3. Increased Crime

Studies have shown that areas with high levels of graffiti can also have higher levels of crime. Graffiti can attract other criminal activity, such as drug use and vandalism. It can also make people feel unsafe, which can lead to a decrease in community involvement and an increase in crime.

4. Health Risks

Graffiti can also pose health risks to individuals who come into contact with it. Graffiti often contains harmful chemicals and toxins, such as lead and mercury. If these chemicals are inhaled or absorbed through the skin, they can cause a range of health problems, including respiratory issues and neurological damage.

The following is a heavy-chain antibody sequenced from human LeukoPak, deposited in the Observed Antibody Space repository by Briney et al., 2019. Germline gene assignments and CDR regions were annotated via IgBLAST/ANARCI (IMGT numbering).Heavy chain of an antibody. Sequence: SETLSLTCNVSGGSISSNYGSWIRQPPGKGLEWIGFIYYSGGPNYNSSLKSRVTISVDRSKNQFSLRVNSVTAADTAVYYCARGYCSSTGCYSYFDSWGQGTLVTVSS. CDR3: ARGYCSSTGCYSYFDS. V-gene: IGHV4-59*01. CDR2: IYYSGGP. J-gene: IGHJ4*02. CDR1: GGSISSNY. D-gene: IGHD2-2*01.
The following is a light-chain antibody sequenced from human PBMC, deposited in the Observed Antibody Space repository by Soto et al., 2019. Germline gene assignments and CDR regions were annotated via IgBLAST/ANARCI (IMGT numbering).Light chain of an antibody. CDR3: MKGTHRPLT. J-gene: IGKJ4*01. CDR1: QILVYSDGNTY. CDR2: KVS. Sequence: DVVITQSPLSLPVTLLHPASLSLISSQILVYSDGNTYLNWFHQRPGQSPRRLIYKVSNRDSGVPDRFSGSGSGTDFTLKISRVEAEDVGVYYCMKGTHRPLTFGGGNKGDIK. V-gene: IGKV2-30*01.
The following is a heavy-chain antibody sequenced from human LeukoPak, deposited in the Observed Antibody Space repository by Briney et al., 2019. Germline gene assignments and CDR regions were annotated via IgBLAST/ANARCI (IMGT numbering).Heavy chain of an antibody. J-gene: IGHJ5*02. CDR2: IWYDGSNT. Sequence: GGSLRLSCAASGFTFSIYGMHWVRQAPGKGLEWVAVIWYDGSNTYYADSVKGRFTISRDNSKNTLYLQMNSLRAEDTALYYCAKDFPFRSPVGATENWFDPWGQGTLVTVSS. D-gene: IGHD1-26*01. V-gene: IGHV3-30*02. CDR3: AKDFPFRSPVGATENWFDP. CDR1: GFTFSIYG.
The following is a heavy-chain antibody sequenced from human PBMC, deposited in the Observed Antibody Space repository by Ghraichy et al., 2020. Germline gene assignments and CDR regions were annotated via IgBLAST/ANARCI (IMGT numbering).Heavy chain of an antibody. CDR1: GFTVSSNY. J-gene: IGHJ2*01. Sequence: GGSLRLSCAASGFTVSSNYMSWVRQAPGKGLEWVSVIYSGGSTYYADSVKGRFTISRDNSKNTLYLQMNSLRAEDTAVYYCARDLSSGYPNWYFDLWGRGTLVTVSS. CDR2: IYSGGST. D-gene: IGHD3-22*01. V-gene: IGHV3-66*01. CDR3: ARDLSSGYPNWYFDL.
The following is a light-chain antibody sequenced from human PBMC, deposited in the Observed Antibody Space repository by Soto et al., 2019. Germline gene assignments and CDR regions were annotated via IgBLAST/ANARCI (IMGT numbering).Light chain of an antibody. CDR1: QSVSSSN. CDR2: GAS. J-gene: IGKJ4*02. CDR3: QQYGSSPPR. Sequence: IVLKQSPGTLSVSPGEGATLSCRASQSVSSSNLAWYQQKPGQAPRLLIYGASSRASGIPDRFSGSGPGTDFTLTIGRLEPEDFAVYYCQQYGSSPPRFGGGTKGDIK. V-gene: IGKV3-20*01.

5. Negative Impact on Tourism

Finally, graffiti can have a negative impact on tourism in a city or town. If visitors see that a city is covered in graffiti, they may be less likely to visit or recommend the area to others. This can have a significant impact on local businesses that rely on tourism to survive.

In conclusion, while graffiti may seem harmless, it can cause a range of problems for both individuals and communities. It’s important to address graffiti in a timely and effective manner to minimize these negative impacts.

Finding a good removal service

The kind of equipment you need to tackle graffiti effectively is likely to run into thousands of pounds, and that’s before you have the formal training required to learn how to use and handle it safely. As such, using the service of a well-equipped and reputable graffiti removal team makes solid financial sense. You can also book painters in Hawthorn or your local area to help you repaint your home that’s been tarnished by graffiti.